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Friday / May 29

Strategies for Sustaining Your Well-Being: How Long Are We Supposed to Do This?

Week five-ish of social distancing (and sheltering at home) and the bloom is off the rose.

After the initial panic and confusion, it seems that people are settling in. Zoom classrooms are up and running. Teachers, parents, and students are slowly moving into a rhythm after spending countless hours working out technology kinks, lighting, microphones, curriculum design, and finding space in the house. Those of you with children of your own at home have figured out a way to get them up and running while providing a virtual classroom to the students you are responsible for teaching—all while figuring out how to get groceries, do laundry, disinfect everything, care for elderly parents, pay bills, and get outside for a little exercise.

All of this, with no actual spring break. No rest. No rejuvenation. No space. No ease.

Week five, and maybe you feel a little more confident. And in the same nano-second of time that you feel like you are just arriving at “I got this,” there is another feeling snuggling right up to your new-found confidence. It feels something like dread. How am I going to do this until the end of the school year? Is this really sustainable?

The answer is no. Probably not in the current iteration. You must allow for flexibility, patience, self-compassion, and change in order to sustain in this new “normal” for as long as it takes.

How do you cultivate those qualities while still orienting to the ever-changing landscape? Here are some tips to the stave off the dread that you may be feeling right now.

Increase your awareness of your own mind games:

Your brain is a powerful tool that is always intending to work in your best interest (survival). However, in the absence of awareness of your own thoughts and reactions, the mind can go rogue, pointing you towards a fear-based response. (Don’t be mad at your brain, it just wants to keep you alive.) Where the brain goes, the body (physical and emotional sensations) follows (and vice versa). They are not distinct from one another, but deeply interconnected.

Increasing your awareness of your thoughts, feelings and body sensations can be cultivated by small, frequent check-ins. It looks something like this:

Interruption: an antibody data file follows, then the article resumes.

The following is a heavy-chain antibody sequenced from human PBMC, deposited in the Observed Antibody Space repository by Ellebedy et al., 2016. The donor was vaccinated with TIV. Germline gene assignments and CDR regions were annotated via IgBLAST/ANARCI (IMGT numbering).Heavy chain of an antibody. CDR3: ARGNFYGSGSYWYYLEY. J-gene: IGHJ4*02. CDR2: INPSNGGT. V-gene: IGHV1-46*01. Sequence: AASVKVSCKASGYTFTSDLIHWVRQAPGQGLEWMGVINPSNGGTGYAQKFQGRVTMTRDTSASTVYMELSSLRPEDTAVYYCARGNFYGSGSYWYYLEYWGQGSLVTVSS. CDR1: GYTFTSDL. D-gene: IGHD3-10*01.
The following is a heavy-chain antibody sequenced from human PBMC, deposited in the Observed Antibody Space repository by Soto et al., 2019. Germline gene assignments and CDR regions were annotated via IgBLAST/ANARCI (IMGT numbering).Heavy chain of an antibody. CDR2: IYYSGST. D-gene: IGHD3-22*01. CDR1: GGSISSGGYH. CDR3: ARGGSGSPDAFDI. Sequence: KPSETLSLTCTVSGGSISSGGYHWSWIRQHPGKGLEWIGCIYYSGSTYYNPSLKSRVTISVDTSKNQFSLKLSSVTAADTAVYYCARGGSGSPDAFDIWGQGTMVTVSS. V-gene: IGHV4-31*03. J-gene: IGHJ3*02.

• Take 3 deep belly breaths
  • Notice your thoughts
  • Notice what sensations are present in your body
  • Notice your current emotional state

The more you practice this (I suggest setting an alarm on your phone a few times a day), the more you are able to adjust or attend to any needs you have versus moving through the day in a constant, unconscious state of ________ (fill in the blank).

Mindset. Mindset. Mindset:

  1. Mindset awareness is increased by frequent check-ins and daily meditation practice. It can be short, but it should be consistent.
  2. Radical acceptance means that we must accept reality. No matter how hard it is to accept, this is happening. There is a lot outside of our control. Accepting what is, not how you wish it was, enables you to focus on where you can positively impact people and things about which you care deeply.
  3. Shift your mindset towards innovation, possibility, and opportunity for growth.
  4. Celebrate all victories and accomplishments.
  5. Most importantly, you must be flexible. A flexible mindset that can be open to change, stay curious, and remain positive will be your greatest asset in times of uncertainty.

Reconnect to your purpose:

  • Why did you choose to become an educator, parent, leader, or spouse?
  • What do you value most?
  • Identify the people in your life with whom you share these values and connect with them. You are in the trenches together and can support one another. You are not alone in this.

Expand your gaze:

In times of high anxiety our minds get singularly and internally focused. We lose perspective. Things get small, internal, limited. Gently move towards expanding your gaze and you’ll see how everything becomes more possible.

  • Look up and away from your zoom screen, phone, television, or computer.
  • Notice the world around you.
  • Tune into your peripheral vision (both literally and metaphorically).
  • Get outside. Look up at the sky. Gaze at the trees. Track the birds that fly about the yard.
  • You are connected to the bigger world around you. Feel yourself being a part of it, not separate from it.

And as always, less is more. I know you are feeling stuck between the expectations of your job, your students, their parents, and your family, and your own internal critic has a lot to say about what you are not doing well right now. Breathe it all out. Find your center. Accept what is. Choose only what is necessary and possible. Be flexible. Simplify.

Written by

Beth Kelley, MA, LPC, is a Licensed Professional Counselor who has been working in schools for nearly 20 years. Additionally she has a decade worth of experience both as a consultant and a clinician in private practice and continues to provide ethical, professional training and supervision to new counselors in the field of psychology. Her specialty lies in working with adolescents who have experienced trauma and chronic stress and helping schools to best serve students through the trauma informed school lens. Although highly skilled in evidenced based therapeutic treatments, she believes that the relationship is the foundation for growth, healing and success. Beth is the co-author of Teaching, Learning, and Trauma: Responsive Practices to Holding Steady in Turbulent Times.

[email protected]

www.bethkelleyconsulting.com

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